In its January 20 report, Quebec reported a decrease in COVID-19 hospitalizations for the first time in weeks. There were a total of 3,411 COVID-19 hospital patients, 14 fewer than the day before. 285 people were in intensive care — that number remained unchanged.
The January 20 daily report comes as the Institut national d'excellence en santé et en services sociaux (INESSS) releases its latest hospital occupancy projections. The institute noted that though hospitalizations are still high, they seem to have plateaued between January 8 and 14.
In the next two weeks, the INESSS projects the number of new patients admitted to a hospital every day will drop to around 200 (Quebec reported 352 new hospitalizations on January 20). Total hospitalizations, meanwhile, will drop to "about 3,000," according to the forecast — "still well above the level 4 [occupancy level] recently defined by the Ministry of Health," the INESSS says.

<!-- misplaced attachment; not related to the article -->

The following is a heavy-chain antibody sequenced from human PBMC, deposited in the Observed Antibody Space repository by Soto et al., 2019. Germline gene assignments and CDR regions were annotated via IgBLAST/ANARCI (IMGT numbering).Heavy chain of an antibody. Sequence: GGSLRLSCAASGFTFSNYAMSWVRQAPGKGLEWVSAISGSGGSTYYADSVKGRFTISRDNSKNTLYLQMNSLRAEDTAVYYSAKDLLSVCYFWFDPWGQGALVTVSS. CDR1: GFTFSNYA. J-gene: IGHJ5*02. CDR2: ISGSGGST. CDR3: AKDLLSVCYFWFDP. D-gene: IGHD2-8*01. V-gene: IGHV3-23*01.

The number of COVID-19 patients in intensive care is also expected to stabilize.
The INESSS notes, however, that these projections don't take into account changes in health measures, nor the potential effects of the reopening of Quebec elementary and high schools on January 17.
The province also tallied 6,528 new COVID-19 cases on January 20, though official case counts are considered inaccurate since PCR tests are no longer available to the general public.
There were 98 more deaths linked to the disease.
Premier François Legault is set to hold a press conference Thursday afternoon alongside Health Minister Christian Dubé and interim public health director Dr. Luc Boileau.
This article’s cover image was used for illustrative purposes only.